In the wake of DC Entertainment introducing 'Aquaman' in a stand-alone feature, Marvel Chief Creative Officer Joe Quesada has confirmed that screen rights to Marvel Comics' "Namor the Sub-Mariner", the 'Atlantean' comic book anti-hero, will be returning to Marvel:
"I can't speak for the studios," said Quesada about Disney recovering screen rights to Namor from Universal.
"But as far as I know, yeah we do (have screen rights). It’s not at Fox, it’s not at Sony...Yeah."
"Yes," confirmed Marvel Studios' Kevin Feige about Marvel controlling screen rights to Namor, "but it’s slightly more complicated than that."
"Let’s put it this way – there are entanglements that make it less easy.
"There are older contracts that still involve other parties that means we need to work things out before we move forward on it.
"...as opposed to an 'Iron Man' or any of the 'Avengers' or any of the other Marvel characters where we could just put them in..."
Debuting in 1939, Namor was created by writer, illustrator Bill Everett, depicted as the mutant son of a human sea captain and a seductive princess on a spy mission for her undersea kingdom of 'Atlantis'.
Namor possessed the super-strength and aquatic breathing abilities of his mother's 'Homo mermanus' race, as well as tiny flipper-like wings on his ankles that enabled him to fly.
Through the years, the character has been portrayed either as a good-natured, but short-fused superhero, or a hostile invader obsessed with vengeance for perceived wrongs that humans committed against his kingdom.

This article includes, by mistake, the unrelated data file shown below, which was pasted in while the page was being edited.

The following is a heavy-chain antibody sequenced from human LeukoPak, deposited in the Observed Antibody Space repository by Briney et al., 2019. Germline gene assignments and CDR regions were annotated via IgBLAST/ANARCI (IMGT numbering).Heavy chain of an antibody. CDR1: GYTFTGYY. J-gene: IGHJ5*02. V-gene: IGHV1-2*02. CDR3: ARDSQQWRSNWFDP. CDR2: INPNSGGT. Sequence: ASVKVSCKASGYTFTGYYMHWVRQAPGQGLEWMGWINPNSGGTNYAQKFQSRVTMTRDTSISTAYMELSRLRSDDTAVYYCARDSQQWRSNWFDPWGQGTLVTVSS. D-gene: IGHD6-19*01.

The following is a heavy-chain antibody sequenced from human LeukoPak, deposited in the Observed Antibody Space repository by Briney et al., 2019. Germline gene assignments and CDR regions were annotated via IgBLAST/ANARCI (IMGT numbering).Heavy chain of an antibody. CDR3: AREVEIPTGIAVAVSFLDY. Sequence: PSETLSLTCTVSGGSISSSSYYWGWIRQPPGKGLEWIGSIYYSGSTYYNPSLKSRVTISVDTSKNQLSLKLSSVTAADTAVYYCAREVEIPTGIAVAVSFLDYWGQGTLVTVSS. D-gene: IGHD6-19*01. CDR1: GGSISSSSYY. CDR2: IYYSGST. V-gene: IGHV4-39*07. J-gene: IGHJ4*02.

After fighting WWII alongside 'Captain America' and the 'Human Torch' on the side of the Allies, Namor resurfaced in the 1950's as the subject of a live-action TV series.
He then returned in Marvel's "Fantastic Four" #4 (May 1962), when 'Johnny Storm', an updated human version of the original android Human Torch, discovered him living as a homeless man with dementia, in the Bowery section of Manhattan.
Recovering his memory, Namor returned to his undersea kingdom, only to find it destroyed from underwater nuclear testing.
He vowed revenge against the surface dwellers...
...as a thirst for vengeance and a quest for identity would dominate his life.
Click the images to enlarge and Sneak Peek the original 1960's "Namor: The Sub-Mariner" cartoons, voiced by John Vernon, written by Stan Lee and animated from Marvel's 'Silver Age' comic book illustrations by Gene Colan and Jack Kirby ...